The Imperial Gazetteer of India

The Imperial Gazetteer of India

William Wilson Hunter

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  • EAN: 9780243806270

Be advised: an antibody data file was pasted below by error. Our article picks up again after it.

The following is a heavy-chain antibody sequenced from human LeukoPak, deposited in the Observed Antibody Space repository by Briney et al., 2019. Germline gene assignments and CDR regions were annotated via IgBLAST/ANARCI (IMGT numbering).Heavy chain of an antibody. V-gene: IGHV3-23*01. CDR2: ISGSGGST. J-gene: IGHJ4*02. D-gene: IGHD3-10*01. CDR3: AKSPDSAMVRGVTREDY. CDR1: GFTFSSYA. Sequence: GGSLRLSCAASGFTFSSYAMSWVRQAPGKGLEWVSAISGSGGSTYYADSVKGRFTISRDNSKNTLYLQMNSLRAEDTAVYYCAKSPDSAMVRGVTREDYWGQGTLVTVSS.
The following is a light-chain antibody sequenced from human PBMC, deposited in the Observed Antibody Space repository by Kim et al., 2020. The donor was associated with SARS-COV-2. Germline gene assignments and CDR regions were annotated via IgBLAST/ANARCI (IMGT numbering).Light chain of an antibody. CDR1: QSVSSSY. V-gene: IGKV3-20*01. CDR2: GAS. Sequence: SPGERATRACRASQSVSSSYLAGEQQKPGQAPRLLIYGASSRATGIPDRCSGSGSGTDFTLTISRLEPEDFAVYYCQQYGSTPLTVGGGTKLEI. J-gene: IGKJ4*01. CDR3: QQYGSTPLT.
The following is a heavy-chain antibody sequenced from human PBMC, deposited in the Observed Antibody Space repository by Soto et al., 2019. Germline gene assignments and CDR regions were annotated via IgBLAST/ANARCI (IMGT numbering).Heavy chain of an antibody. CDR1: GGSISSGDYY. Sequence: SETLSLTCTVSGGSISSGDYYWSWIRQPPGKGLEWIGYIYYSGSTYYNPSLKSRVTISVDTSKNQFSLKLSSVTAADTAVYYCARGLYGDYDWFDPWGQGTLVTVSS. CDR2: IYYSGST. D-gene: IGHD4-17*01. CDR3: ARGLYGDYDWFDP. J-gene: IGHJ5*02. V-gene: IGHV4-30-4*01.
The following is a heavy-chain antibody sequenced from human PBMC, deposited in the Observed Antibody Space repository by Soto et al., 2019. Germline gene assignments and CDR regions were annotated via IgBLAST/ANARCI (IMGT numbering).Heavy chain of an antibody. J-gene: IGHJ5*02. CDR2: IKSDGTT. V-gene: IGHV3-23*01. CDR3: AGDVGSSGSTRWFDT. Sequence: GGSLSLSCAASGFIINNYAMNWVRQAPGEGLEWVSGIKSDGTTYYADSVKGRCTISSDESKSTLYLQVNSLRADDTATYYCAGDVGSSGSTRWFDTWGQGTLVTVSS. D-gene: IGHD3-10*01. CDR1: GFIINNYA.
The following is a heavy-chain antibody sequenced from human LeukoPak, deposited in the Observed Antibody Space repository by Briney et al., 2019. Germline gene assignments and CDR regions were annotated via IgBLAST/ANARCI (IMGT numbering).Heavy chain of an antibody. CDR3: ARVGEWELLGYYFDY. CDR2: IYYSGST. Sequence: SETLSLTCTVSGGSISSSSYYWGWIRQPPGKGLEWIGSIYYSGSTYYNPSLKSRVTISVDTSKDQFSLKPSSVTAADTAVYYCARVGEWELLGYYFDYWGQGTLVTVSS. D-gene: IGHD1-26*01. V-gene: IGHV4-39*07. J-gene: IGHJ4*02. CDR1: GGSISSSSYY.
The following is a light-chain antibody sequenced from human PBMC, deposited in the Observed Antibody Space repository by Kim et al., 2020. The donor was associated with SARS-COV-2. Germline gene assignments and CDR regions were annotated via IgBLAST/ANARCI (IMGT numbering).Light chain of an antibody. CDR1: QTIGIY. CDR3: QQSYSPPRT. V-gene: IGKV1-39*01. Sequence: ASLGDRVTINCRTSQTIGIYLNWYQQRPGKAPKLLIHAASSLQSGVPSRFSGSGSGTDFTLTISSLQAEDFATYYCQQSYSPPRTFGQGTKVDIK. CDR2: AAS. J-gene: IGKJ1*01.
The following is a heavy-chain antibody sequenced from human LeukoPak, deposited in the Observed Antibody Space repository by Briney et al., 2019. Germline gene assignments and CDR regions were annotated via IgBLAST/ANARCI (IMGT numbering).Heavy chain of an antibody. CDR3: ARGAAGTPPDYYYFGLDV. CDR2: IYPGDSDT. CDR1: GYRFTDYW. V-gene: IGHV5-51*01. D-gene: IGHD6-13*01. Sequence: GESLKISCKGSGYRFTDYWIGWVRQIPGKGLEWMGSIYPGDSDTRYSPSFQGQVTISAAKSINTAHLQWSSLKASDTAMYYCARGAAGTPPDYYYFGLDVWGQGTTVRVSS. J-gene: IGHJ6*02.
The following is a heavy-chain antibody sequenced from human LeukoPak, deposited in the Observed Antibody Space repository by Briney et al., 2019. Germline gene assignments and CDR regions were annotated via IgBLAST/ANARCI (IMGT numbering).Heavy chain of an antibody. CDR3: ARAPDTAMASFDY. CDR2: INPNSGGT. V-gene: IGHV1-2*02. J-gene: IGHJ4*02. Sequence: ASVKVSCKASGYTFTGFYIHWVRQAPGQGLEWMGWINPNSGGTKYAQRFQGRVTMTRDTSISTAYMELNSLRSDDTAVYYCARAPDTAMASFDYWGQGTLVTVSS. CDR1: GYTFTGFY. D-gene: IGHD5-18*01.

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Among other minerals may be mentioned manganese in the Nilgiris and Bellary; copper-ore in many parts of the Eastern Ghats antimony and silver in Madura; corundum in the valley of the Kaveri (cauvery). Garnets are abundant in the sandstone of the Northern Circars, and diamonds of moderate value are still found in the same region. The right to subjacent minerals in the lands of ordinary cultivators is recognised as belonging to the holders of the land, subject to special assessment in the event of their being worked. This right does not extend to lands at present waste. Fonds — The whole south-western coast is rich in forest vegetation, but much of the valuable timber grows beyond the limits of the Presidency — in Bombay, Mysore, Coorg, and Travancore. The first essay at forest conservancy in the Madras Presidency was the introduction of a State royalty over teak and other valuable timber in Malabar and South Kanara in 1807. The measure soon assumed the character of a Government monopoly of timber throughout the coast Districts, which led to abuses, and to discontent on the part. Of the proprietors and inhabitants. It was accordingly abolished by Sir Thomas Monro in 1822. Prior to 1847 there was no Forest Department in Madras Presidency. In that year, on the report of the denudation of the Malabar forests by native merchants trading with Bombay, a special officer was appointed, subordinate to the Public Works Department. The existing Forest Department for Madras Presidency was first organized in 1856, and has since then been reconstituted on an improved system. It is estimated that forests cover a total area in the mountains of the Madras Presidency of more than 5000 square miles. In 1882 — 83, the area technically termed 'reserved' was 2782 square miles. The total area, on hill and plain, dealt with by the Forest Department was estimated m 1879 to aggregate square miles. Throughout this area, rules of conservation are in force in order to prevent denudation of the forests, and to maintain a stock which will meet the demand for timber and fuel that is rapidly increasing throughout India.
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